To all of the women out there: Happy belated Mothers' Day! Not just to my mom but to every one of you who has taken care of me, nurtured me, supported me, given me secret family apple pie recipes and jars of unparalleled delicious spaghetti sauce, taught me patience and diligence and the power of hard work, believed in me even when I do not, pushed me (even in kindergarten) to dream big, given me bear hugs when I have fevers, answered my incessant and possibly idiotic questions, tolerated my extreme and annoying tenacity, provided hope when everything seemed to be falling apart, defended me against unfair injustices in the world (despite the fact that the world is unfair), shared adventures and moments that become my favorite memories, and the million other things that make me, me: to you all, a huge and resounding and all-too-well-deserved thank you.
Here's the Mothers' Day dessert that my family shared this past weekend. Since it's a holiday, a cake was of course in order, but I wanted to make it simple, not-overly-rich or sweet--just the way my mom prefers it (she's constantly trying to bake cookies without sugar or butter or eggs, sometimes resulting hilariously but endearingly in, er..., crackers with chocolate chips), but I still wanted to make it special. So I turned to David Lebovitz/Chez Panisse's almond cake. It's a cake recipe that I've played with almost every which way you can imagine--as cupcakes with raspberries inside, as pound cakes with chocolate ganache (which I made for my dissertation proposal defense to butter up (ha!) my committee), as plain bundt cakes. While this recipe is so, so versatile and delicious no matter how you slice it, I could never exactly settle on a particular recipe use that I really truly loved enough to post.... until now. Enter in the perfectly dramatic yet all so simple almond and blackberry cake with a hint of chocolate.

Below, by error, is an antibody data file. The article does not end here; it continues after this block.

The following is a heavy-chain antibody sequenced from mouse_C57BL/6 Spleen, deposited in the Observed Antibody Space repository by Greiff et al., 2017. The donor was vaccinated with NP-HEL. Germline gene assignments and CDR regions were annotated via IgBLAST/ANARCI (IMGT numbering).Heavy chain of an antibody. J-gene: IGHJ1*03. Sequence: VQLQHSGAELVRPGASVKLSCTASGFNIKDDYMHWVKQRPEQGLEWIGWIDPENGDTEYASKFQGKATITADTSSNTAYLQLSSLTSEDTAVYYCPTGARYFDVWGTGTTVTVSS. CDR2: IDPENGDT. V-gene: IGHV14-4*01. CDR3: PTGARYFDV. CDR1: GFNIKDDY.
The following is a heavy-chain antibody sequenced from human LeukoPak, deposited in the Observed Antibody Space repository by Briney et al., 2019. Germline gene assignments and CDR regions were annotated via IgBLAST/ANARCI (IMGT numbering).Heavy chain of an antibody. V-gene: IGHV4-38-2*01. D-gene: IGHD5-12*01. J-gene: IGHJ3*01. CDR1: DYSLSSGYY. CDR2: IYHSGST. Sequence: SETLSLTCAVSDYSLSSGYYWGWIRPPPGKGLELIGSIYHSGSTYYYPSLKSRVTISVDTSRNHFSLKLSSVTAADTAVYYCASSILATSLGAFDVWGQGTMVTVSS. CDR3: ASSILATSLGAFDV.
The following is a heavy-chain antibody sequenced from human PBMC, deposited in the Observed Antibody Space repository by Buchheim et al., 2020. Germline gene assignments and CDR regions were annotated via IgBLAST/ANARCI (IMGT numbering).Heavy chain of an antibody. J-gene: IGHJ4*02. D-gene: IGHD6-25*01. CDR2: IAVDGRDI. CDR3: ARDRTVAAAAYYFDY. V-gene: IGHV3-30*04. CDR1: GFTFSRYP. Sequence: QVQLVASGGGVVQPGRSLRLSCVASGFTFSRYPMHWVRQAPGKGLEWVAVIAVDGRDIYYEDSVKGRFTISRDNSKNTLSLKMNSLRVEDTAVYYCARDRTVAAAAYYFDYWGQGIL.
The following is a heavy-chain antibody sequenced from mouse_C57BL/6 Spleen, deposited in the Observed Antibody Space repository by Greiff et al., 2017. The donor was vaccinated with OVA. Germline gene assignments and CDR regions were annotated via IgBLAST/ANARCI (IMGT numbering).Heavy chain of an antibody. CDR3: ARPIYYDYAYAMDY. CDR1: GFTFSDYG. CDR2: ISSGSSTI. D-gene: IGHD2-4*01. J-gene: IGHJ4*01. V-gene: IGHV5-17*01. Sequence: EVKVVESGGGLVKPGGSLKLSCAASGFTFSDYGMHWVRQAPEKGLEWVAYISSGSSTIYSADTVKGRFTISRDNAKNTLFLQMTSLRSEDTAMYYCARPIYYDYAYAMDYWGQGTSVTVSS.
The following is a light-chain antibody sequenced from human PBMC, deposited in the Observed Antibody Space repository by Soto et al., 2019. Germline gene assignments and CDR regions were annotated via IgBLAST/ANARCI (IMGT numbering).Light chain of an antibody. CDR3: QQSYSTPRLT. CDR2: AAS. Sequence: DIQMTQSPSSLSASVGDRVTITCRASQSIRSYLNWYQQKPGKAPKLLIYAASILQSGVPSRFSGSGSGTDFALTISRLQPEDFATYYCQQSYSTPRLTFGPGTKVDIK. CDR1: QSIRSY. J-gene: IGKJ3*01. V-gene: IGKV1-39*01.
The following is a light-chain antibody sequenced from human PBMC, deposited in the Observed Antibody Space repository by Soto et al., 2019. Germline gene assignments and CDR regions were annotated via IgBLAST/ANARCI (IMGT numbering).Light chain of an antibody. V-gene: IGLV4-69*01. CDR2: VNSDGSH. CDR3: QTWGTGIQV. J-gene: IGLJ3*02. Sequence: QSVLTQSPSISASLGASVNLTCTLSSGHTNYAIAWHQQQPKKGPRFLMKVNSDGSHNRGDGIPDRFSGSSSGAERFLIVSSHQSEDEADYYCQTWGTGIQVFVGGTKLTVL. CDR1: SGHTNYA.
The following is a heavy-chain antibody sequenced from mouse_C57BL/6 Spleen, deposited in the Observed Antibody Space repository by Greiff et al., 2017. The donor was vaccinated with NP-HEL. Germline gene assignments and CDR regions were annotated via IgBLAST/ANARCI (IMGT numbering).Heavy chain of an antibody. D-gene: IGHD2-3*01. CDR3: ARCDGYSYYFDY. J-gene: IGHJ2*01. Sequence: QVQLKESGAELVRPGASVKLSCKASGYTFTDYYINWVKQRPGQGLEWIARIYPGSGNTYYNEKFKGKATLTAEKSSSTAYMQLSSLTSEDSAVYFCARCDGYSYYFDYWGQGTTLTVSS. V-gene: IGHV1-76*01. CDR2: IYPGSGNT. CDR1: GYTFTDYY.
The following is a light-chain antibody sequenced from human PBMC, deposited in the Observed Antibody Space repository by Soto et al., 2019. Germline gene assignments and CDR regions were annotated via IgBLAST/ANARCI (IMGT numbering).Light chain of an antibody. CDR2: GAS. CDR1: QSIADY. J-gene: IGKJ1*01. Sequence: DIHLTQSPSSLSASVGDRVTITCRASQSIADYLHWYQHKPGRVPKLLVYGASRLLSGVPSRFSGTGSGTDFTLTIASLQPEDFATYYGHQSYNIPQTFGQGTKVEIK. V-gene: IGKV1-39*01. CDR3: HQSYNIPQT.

[click on photo below for a larger image]
The almond cake, made of almond paste, is so fluffy and moist--the texture is just the right mix of dense and yielding, with a wonderful golden-brown crust. On top, the berries are macerated in sugar and meyer lemon juice, with a bit of orange blossom water, but are still tart enough against the intense almond flavor of the cake. Tying it all together--and my favorite touch to this recipe--is the generous sprinkle of bittersweet chocolate curls on top. This hint of chocolate, in the ultra-airy form of small curls, lends just the right amount of depth and interest to the whole cake--berries, almonds, and all. I actually think that chocolate isn't used enough as an accent flavor. Too often we just see wholly chocolate recipes where chocolate is the main component, but it has so much potential as a complement to other flavors! (an episode of the Japanese anime Yakitate!!Japan comes to mind whenever I think about chocolate this way, where one of the main characters makes a pastry studded with fresh fruit. As a final, knock-out, seal-the-victory touch, he outlines the fresh fruit with chocolate to add depth and to make the fruit shine even more. For whatever reason, that scene sticks with me so profoundly. btw, I'm not a big anime watcher, but this was a series about bread and pastry arts, which is why it's one of the very few anime series I've ever seen!)